Focus turns to Queen’s funeral as world leaders arrive, scaffolding is erected and rehearsals get under way | UK News

Preparations are well under way for the Queen’s state funeral with scaffolding being erected, world leaders arriving in London and rehearsals at Westminster Abbey and Windsor Castle.

As the lying in state continues in Westminster Hall, the queue of mourners waiting to see the monarch’s coffin is now expected to take around 22 hours from the back to the front.

Representatives from the Commonwealth nations have been invited to pay their respects, and heads of state from around the world are arriving throughout the weekend, both to attend the Queen’s funeral, and to sign a book of condolences.

A sign in Southwark Park in London, informing members of the public that the queue to view Queen Elizabeth II lying in state ahead of her funeral on Monday is 14 hours plus. Picture date: Friday September 16, 2022.

Meanwhile, King Charles will meet the chiefs of staff at Buckingham Palace before visiting police headquarters, where he will thank representatives from all the emergency services involved in the planning and delivery of the events during the mourning period.

He will also attend, with Camilla, the Queen Consort, a lunch for governors general – the people who represent the monarch in overseas realms – at the palace.

Man in custody after trying to rush Queen’s coffin, queues through a cold London night – all the latest, live

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The Queen’s children stand vigil for a final time ahead of her grandchildren’s tribute

Also on Saturday, the Queen’s grandchildren will take their turn standing in vigil around her coffin.

The Prince of Wales will stand at the head, the Duke of Sussex at the foot.

William will be flanked by his cousins Zara Tindall and Peter Philips – the children of the Princess Royal – while Harry will be with the Duke of York’s daughters Princesses Beatrice and Eugenie.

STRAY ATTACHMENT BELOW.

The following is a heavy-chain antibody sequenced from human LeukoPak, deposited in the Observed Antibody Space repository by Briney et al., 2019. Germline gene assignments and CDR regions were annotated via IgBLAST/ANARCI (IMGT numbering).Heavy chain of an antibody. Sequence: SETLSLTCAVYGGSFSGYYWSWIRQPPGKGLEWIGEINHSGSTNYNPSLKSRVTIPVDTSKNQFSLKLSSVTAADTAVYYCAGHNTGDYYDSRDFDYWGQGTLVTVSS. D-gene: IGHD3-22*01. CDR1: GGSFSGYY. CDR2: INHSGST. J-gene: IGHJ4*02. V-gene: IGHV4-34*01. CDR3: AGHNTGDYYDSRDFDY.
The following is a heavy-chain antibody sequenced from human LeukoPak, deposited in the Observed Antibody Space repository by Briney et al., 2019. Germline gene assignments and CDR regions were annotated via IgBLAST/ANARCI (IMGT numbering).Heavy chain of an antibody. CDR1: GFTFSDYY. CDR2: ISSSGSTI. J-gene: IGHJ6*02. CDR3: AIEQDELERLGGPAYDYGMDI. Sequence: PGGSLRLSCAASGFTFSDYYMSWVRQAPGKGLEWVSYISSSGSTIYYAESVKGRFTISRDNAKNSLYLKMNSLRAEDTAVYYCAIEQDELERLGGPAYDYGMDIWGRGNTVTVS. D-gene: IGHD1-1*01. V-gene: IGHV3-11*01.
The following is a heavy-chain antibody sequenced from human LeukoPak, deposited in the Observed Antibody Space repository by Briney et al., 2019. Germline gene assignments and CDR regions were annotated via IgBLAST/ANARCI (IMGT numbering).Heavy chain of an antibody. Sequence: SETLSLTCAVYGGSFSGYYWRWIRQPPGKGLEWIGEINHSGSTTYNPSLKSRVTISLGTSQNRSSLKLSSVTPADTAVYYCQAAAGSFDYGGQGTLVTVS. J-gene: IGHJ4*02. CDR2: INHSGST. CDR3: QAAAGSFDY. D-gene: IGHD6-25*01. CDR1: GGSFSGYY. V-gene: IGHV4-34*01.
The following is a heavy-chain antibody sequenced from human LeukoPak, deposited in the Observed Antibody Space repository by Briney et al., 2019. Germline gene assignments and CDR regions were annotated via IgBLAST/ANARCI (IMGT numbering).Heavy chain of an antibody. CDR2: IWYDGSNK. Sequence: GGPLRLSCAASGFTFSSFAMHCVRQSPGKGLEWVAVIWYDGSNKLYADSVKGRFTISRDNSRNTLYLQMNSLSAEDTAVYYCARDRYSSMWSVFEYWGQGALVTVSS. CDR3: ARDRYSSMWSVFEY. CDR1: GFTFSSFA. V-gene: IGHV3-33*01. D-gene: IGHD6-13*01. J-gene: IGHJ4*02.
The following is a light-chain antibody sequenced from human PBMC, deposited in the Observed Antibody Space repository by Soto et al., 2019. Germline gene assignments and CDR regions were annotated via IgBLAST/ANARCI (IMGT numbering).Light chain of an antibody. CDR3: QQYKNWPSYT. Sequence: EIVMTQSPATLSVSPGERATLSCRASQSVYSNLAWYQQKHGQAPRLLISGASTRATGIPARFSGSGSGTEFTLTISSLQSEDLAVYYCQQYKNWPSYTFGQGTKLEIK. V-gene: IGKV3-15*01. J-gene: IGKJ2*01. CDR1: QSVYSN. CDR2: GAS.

Peter Phillips, Zara Tindall and her husband Mike Tindall leave after attending the National Service of Thanksgiving at St Paul's Cathedral during the Queen's Platinum Jubilee celebrations in London, Britain, June 3, 2022. REUTERS/Dylan Martinez
Peter Phillips (L), Zara Tindall and her husband Mike Tindall (2nd L) during the Queen’s Platinum Jubilee celebrations

The Earl of Wessex‘s children Lady Louise and Viscount Severn will stand near the middle.

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Watch live stream of the Queen lying in state

Forecasters say the sun is expected to shine on those waiting in the queue and those already securing the best spots for the funeral procession. After a cold start, Saturday should see long, sunny spells with maximum temperatures of 17C (62F), they predict.

London to Windsor route revealed where thousands can see Queen’s coffin on day of funeral

Queen Elizabeth II portrait

A London Fashion Week diversity fashion show will also take place in honour of the late Queen on Saturday. Models will carry a white lily in tribute.

Codenamed Operation London Bridge, arrangements for the Queen’s death have been carefully pored over for years, with the monarch herself overseeing and approving every detail before her passing.

However, the exact details were kept under wraps until the sitting sovereign, King Charles III, gave it his final seal of approval.

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What is a state funeral?

Monday’s funeral is at Westminster Abbey, one of London’s most recognisable landmarks and near the Palace of Westminster.

It has been the setting for every coronation since 1066, and was where the then-Princess Elizabeth married Prince Philip in 1947.

Watch and follow the Queen's funeral on TV, web and apps on Monday from 9am
Watch and follow the Queen’s funeral on TV, web and apps on Monday from 9am